The record speed serves the cats when hunting small ungulates, such as gazels. The cheetah can run at a speed of up to 120 kilometers per hour, but only for a short distance – approximately 200 meters. If it does not reach the prey within 20 seconds, it usually gives the hunt up. However, this does not happen too often. Cheetah belongs to one of the most perfect predators among the lonely hunters, because almost 70% of its hunting trials end successfully. The elastic structure of the cheetah body is perfectly adapted to the fast running. The cheetah jumps up to 7 meters long at the maximum speed. Still, it does not rely too much on its record-breaking performance. When hunting it runs 55 kilometers per hour. It is much more important for the cheetahs to flexibly change the acceleration, which ensures them incredible agility.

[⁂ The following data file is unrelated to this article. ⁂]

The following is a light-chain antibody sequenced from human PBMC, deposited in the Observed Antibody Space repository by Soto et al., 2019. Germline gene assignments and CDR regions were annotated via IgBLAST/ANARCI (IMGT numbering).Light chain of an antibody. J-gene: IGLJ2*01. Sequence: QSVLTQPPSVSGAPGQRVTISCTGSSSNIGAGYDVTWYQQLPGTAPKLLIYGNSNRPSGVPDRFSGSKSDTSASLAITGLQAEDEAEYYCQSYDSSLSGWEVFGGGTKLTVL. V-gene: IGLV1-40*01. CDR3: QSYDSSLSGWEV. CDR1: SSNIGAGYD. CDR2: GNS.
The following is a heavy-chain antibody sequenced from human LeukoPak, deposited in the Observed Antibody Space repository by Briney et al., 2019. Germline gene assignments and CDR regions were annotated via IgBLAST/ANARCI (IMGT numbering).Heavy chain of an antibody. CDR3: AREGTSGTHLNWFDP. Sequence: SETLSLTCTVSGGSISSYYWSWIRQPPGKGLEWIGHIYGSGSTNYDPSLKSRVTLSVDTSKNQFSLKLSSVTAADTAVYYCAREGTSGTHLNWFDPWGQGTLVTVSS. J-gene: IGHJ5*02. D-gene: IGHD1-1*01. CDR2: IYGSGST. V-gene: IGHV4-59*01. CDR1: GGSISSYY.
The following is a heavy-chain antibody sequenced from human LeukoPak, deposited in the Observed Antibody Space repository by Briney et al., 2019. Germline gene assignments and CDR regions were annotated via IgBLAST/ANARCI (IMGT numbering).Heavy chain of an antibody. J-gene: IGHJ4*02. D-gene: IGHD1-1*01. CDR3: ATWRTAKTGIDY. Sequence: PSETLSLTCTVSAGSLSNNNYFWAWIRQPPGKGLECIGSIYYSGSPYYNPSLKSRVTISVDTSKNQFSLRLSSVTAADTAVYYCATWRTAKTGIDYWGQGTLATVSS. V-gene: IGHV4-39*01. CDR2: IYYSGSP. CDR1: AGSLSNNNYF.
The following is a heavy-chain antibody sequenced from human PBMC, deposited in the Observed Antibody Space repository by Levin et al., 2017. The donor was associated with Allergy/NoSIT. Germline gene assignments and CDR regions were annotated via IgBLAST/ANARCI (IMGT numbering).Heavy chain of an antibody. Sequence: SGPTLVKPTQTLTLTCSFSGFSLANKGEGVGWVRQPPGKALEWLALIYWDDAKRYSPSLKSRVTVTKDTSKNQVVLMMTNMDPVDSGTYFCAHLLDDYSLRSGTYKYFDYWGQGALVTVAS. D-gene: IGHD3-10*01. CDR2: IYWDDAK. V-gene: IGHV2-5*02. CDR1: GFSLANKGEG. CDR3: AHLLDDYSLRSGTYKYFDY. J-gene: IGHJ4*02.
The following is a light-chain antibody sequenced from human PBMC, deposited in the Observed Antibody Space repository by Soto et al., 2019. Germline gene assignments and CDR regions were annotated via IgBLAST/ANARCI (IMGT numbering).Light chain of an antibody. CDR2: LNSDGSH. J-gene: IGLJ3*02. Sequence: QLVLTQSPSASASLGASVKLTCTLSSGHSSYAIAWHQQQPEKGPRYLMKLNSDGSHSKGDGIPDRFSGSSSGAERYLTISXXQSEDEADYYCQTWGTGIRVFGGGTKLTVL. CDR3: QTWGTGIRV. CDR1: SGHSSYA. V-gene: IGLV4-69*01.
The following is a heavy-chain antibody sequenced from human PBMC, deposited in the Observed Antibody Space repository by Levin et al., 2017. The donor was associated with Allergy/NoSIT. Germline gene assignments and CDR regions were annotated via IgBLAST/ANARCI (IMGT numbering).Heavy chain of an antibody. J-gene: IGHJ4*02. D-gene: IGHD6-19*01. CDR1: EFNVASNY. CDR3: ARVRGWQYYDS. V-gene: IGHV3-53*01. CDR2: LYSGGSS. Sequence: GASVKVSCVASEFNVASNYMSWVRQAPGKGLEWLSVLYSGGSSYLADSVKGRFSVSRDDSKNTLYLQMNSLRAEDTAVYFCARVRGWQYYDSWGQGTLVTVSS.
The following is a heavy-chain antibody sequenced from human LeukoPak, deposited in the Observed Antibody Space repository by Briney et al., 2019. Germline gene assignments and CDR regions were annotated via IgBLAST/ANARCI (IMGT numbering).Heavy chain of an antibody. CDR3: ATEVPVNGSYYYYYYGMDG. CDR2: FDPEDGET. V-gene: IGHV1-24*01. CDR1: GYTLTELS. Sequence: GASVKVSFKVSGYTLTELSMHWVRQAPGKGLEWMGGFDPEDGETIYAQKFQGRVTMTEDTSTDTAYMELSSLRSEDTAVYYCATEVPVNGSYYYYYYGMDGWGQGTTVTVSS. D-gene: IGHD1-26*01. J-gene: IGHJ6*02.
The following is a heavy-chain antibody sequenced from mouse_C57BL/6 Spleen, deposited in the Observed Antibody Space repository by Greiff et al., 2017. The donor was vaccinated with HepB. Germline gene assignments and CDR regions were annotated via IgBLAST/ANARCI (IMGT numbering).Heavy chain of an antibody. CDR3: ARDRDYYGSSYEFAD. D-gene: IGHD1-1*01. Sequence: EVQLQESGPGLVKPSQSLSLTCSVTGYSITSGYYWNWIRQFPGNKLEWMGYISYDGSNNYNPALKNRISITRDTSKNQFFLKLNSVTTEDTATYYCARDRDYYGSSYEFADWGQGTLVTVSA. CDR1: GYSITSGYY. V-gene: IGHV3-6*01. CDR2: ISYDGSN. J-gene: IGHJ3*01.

The reverse side of the coin made by medal maker Petr Patka, DiS presents a cheetah face surrounded by the Latin name ACINONYX JUBATUS. Individual details are outstanding thanks to a decent patina. The coin is stored in a spectacular packaging that contains photographs and the czech-english text, which further describes the cheetah’s record-breaking feature.
The second silver coin adorned by a patina from the cycle of the Czech Mint The animal record holders was dedicated to the golden poison frog. This frog is the most poisonous creature of the planet.